The Eastern European countries rue the loss of their youth to Britain and Germany, but you can see why. Just as I left Cornwall, and Amanda left Yorkshire, to get on you have to get out, at least for a few decades.
At the bar we met Olli, Andy and Jackie from Worcester and had our first easy English banter in a while. I love those chance meetings with people where you briefly enjoy each other’s company and stories, yet you’ll probably never meet again.
There’s one more road deeper into the delta, we’ll try that now.
At a landing stage we see the little boats speeding deep into the delta. It convinces us that we don’t need a boat trip.
Jackie and Andy described it as fun, but too fast to see much wildlife – we understand.
After here there are two towns on the coast, both a few hours away by boat. We’re intrigued, but suspect they’re not worth two day round trip.
Lacul Razim and Sarichioi.
Our last delta stop has restored a little faith, aided by a big lake and a cool wind.
We’ll camp on the shore and hope the breeze keeps blowing into the night.
Although the water is too dirty to temp me, Polly is nowhere near as fussy. After a long swim she is cool for the first time in days.
Fishermen load big nets into small boats, while a hundred tiny water snakes skim the surface.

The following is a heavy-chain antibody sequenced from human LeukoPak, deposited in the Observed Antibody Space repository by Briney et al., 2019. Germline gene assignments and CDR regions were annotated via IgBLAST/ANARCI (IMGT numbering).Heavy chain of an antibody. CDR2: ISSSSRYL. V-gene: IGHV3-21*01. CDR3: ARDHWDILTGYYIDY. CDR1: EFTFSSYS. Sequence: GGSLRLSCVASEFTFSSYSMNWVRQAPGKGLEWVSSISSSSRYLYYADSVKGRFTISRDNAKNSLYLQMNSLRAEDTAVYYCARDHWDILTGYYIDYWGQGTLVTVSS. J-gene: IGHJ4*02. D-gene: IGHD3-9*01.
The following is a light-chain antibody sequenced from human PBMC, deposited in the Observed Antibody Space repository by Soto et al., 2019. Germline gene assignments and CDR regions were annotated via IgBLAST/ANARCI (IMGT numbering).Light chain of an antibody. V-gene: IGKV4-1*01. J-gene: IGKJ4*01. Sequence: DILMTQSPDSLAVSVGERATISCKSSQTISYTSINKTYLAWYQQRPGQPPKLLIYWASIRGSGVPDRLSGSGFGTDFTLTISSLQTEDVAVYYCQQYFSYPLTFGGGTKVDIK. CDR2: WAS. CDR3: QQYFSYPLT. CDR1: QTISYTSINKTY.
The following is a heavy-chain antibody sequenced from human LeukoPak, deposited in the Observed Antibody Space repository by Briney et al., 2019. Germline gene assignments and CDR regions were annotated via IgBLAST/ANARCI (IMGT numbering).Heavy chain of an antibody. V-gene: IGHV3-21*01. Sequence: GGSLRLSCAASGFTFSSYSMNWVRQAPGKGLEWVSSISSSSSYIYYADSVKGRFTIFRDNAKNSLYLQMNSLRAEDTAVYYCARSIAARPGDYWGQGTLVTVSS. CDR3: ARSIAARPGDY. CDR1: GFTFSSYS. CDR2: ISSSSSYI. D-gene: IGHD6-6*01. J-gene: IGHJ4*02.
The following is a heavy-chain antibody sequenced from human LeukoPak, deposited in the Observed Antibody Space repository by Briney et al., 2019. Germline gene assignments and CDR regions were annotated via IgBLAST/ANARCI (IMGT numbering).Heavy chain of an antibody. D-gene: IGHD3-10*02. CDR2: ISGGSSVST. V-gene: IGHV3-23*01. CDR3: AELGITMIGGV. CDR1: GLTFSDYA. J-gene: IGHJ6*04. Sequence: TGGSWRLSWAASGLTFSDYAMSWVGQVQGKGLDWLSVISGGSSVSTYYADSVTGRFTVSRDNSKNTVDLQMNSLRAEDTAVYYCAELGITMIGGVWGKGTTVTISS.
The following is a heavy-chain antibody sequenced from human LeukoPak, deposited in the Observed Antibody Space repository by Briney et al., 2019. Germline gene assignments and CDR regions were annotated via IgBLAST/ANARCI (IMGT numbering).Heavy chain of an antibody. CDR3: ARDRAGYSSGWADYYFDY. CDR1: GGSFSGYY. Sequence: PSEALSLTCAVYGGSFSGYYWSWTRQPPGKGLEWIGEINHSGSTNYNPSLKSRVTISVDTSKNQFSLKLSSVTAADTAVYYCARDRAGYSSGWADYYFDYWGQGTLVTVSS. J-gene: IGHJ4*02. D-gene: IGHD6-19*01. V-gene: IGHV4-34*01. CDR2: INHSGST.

In the evening families come to fish and promenade.
Just now a guy came to tell me about places I should see in the area.
How good is that?
He’s a wine maker and musician, with great English, and a good knowledge of the place where he grew up. He told me that the town’s name, Sarichoi, means yellow town in old Turkish, because all the houses were once thatched.
He explained how the town was established by Russian old believers fleeing from Tsar Peter 300 years ago, and consequently how the church’s calendar doesn’t fit with the Georgian calendar we all know. I feel humbled by folk who have such as grasp of their heritage, especially when something so old holds meaning for them still.
During the night, 2am, a gang of lads turned up in their cars, all spinning wheels and revving engines. At home we’d expect them to smash a few bottles and smoke some weed. These guys got out an accordion and started singing.
We’re not quite at the Black Sea, there’s a narrow causeway that has made Lacul Razim into a brackish lake.
I have never gone such a long time without seeing the sea, my expectations are high – I hope it delivers.